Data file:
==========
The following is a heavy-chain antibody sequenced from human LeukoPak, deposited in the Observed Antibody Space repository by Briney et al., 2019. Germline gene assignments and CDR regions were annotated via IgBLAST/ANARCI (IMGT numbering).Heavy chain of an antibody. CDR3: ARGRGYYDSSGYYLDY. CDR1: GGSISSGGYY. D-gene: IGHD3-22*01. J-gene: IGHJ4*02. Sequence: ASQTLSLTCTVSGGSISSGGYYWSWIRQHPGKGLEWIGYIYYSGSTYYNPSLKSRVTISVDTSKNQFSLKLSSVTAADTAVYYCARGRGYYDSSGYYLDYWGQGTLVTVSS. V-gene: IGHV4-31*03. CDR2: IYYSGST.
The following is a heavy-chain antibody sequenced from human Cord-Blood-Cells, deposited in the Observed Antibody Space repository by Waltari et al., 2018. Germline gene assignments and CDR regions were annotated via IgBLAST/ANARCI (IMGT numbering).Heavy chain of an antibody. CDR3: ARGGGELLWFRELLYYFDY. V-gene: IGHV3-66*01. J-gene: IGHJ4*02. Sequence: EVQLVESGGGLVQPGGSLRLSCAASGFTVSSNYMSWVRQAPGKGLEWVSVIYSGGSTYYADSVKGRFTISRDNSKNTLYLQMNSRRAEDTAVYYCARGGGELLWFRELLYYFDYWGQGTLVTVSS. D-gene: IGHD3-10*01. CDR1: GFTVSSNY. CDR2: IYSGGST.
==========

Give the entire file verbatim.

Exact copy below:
The following is a heavy-chain antibody sequenced from human LeukoPak, deposited in the Observed Antibody Space repository by Briney et al., 2019. Germline gene assignments and CDR regions were annotated via IgBLAST/ANARCI (IMGT numbering).Heavy chain of an antibody. CDR3: ARGRGYYDSSGYYLDY. CDR1: GGSISSGGYY. D-gene: IGHD3-22*01. J-gene: IGHJ4*02. Sequence: ASQTLSLTCTVSGGSISSGGYYWSWIRQHPGKGLEWIGYIYYSGSTYYNPSLKSRVTISVDTSKNQFSLKLSSVTAADTAVYYCARGRGYYDSSGYYLDYWGQGTLVTVSS. V-gene: IGHV4-31*03. CDR2: IYYSGST.
The following is a heavy-chain antibody sequenced from human Cord-Blood-Cells, deposited in the Observed Antibody Space repository by Waltari et al., 2018. Germline gene assignments and CDR regions were annotated via IgBLAST/ANARCI (IMGT numbering).Heavy chain of an antibody. CDR3: ARGGGELLWFRELLYYFDY. V-gene: IGHV3-66*01. J-gene: IGHJ4*02. Sequence: EVQLVESGGGLVQPGGSLRLSCAASGFTVSSNYMSWVRQAPGKGLEWVSVIYSGGSTYYADSVKGRFTISRDNSKNTLYLQMNSRRAEDTAVYYCARGGGELLWFRELLYYFDYWGQGTLVTVSS. D-gene: IGHD3-10*01. CDR1: GFTVSSNY. CDR2: IYSGGST.